We talk a lot about how certain types of coated cutlery should go in the dishwasher. But trust us, for your daily use stainless steel flatware the dishwasher is the way to go. And we, like you I’m certain, just drop all that cutlery into the bins on the bottom. The problem is that the cutlery smacks into each other while the water violently cleans and jostles them around. All those little hits add up to dents and marred cutlery. Well that problem can go away and give you even cleaner cutlery. The dishwasher designers figured out a solution but it seems they really didn’t tell us about it.
From the Dailymail.co.uk:
A professional cleaner has discovered a ‘mind blowing’ feature in her dishwasher for cleaning dirty cutlery. Liesl Elizabeth, who runs a cleaning service called Clean-Freak Cleaning Co. in Perth, shared a video showing how the knives and forks are laid down in the top rack while loading the dishwasher.
Typically used for long knives, bigger utensils and chopsticks, the mum-of-three was able to stack the cutlery perfectly in between the ridges of the tray.
‘I was today years old… learning the obvious,’ she joked.
So we tried it out here at The Cutlery Review (as our dishwasher has those little ridges in the top rack) and yup, it works pretty dam good!
OK fellow flatware and cutlery experts out there. This TikTok video about leaving your silverware sparkling is everywhere. We need to talk about it.
It is proposed that a chemical reaction occurs between the aluminum and the ingredients in the dishwasher tablet. The foil itself doesn’t clean the cutlery, but as the tablet dissolves it reacts with the metal and shines the cutlery.
Rumor has it that the baking soda in the tablets is what does the powerful cleaning effect. These two components (and with water) remove silver sulfide – also known as tarnish – through an electrochemical reaction in warm water. We’ve talked about this before at this post.
But one big question: Wouldn’t this happen anyways if you had some cast aluminum cookware in the dishwasher?
And one big point to make: This works for only SILVERWARE not for regular stainless steel cutlery and the like. Your regular day to day scratched up forks, knives and spoons are going to get sparkling shiny for this hack.
Have a nice a sparkling day!
PS – That ball of foil will bounce around and likely land in the bottom and jam up your sprayer.
Cleaning silverware cutlery can be many things. It can be tedious, fruitless, dangerous, destructive, successful or a complete waste of time. Yup, so many ways it can go wrong or right. Shiny forks, spoons and knives or pitted ones with toxic fumes. You decide.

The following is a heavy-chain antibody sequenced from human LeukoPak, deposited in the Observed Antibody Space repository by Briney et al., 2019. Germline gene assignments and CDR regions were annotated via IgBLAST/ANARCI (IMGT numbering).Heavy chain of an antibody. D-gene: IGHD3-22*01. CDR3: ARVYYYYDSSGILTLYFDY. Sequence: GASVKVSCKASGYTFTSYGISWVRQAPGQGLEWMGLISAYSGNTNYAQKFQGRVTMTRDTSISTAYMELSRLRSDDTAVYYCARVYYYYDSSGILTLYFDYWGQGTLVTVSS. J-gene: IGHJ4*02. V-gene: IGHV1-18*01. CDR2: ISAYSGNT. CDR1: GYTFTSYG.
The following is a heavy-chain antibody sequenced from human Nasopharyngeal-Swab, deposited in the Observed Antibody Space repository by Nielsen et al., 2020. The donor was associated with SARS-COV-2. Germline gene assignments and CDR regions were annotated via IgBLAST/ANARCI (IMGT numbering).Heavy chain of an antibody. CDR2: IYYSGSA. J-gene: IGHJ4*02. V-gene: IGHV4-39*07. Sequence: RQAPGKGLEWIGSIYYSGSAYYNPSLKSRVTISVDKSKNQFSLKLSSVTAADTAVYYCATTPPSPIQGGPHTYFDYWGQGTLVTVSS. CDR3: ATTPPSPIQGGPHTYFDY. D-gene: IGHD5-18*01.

Your regular household silver used for cutlery is a composite of pure silver, which is soft and stronger metals like copper to produce that silver shine. But that shine can begin to dull and tarnish in as little as a few months. That tarnish on sterling silver shows up as a yellow-gray or black film on the surface of the cutlery. But there are ways to clean it up efficiently and safely. Lets look at a few methods:
Con: Sticky and stinky
Con: Abrasive and may cause scratching and dulling of the metals shine
Result: Not really a good idea, but if you are desperate I guess.
Lemon Juice or Vinegar & Baking Soda:
Pro: Fun fizzy sounds
Con: Still a little abrasive and will leave clean but dulled look
Result: Fizzy but not shiny
Aluminum Foil, Baking Soda, Salt & Hot Water:
Shown in video above
Pro: Even more fun fizzy sounds
Pro: Soak for a short time and the black tarnish rubs right off
Pro: Leaves cutlery shiny
Pro: No harmful chemicals
Con: Slightly smelly and messy
Con: A lot of setup and cleanup
Result: Pretty dam good and cheap but lots of effort
Wright’s Silver Cleaner:
Pro: Not abrasive
Pro: Easy to use
Pro: No smell, ammonia free
Pro: Leaves silverware shiny
Con: Still gotta rub that spoon
Con: You gotta go buy it
Result: Worth the money and the effort for the result.
We have been reading a lot of books lately here at the Cutlery Review, mostly Chef biographies. And we always note when they talk about what equipment they take to a kitchen. The infamous knife roll is of course expected but the “Spoon Roll” was a new one for us. If you are doing any plating or saucing you need a decent spoon or two.
The Mercer Culinary 7-Piece Plating Spoons set looks great. It consists of a Saucier Spoon, 9-Inch Solid Spoon, 7 7/8-Inch Solid, 7 7/8-Inch Slotted 7 7/78-inch precision drawing Spoon, and 7 7/8-inch perforated Spoon. All this is bundled up in a heavy duty roll to take the kitchen or cooking class. The flatware is made of 18-8 stainless steel.